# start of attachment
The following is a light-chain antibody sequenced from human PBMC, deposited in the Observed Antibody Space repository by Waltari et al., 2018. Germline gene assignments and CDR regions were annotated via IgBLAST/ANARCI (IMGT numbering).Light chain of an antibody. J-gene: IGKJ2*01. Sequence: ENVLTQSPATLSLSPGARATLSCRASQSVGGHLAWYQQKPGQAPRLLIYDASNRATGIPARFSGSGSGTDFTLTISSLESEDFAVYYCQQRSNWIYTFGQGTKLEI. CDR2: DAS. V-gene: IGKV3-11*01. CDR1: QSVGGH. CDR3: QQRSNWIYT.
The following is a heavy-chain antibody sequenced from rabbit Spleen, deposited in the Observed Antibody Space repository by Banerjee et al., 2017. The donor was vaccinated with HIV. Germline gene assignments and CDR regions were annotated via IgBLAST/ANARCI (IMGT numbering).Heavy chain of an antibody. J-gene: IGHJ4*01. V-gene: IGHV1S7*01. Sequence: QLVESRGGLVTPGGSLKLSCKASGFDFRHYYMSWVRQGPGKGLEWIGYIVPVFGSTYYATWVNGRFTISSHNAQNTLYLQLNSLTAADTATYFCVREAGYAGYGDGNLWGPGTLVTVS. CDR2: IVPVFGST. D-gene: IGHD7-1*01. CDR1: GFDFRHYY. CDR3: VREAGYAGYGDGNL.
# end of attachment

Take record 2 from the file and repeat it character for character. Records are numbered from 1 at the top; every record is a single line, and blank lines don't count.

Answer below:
The following is a heavy-chain antibody sequenced from rabbit Spleen, deposited in the Observed Antibody Space repository by Banerjee et al., 2017. The donor was vaccinated with HIV. Germline gene assignments and CDR regions were annotated via IgBLAST/ANARCI (IMGT numbering).Heavy chain of an antibody. J-gene: IGHJ4*01. V-gene: IGHV1S7*01. Sequence: QLVESRGGLVTPGGSLKLSCKASGFDFRHYYMSWVRQGPGKGLEWIGYIVPVFGSTYYATWVNGRFTISSHNAQNTLYLQLNSLTAADTATYFCVREAGYAGYGDGNLWGPGTLVTVS. CDR2: IVPVFGST. D-gene: IGHD7-1*01. CDR1: GFDFRHYY. CDR3: VREAGYAGYGDGNL.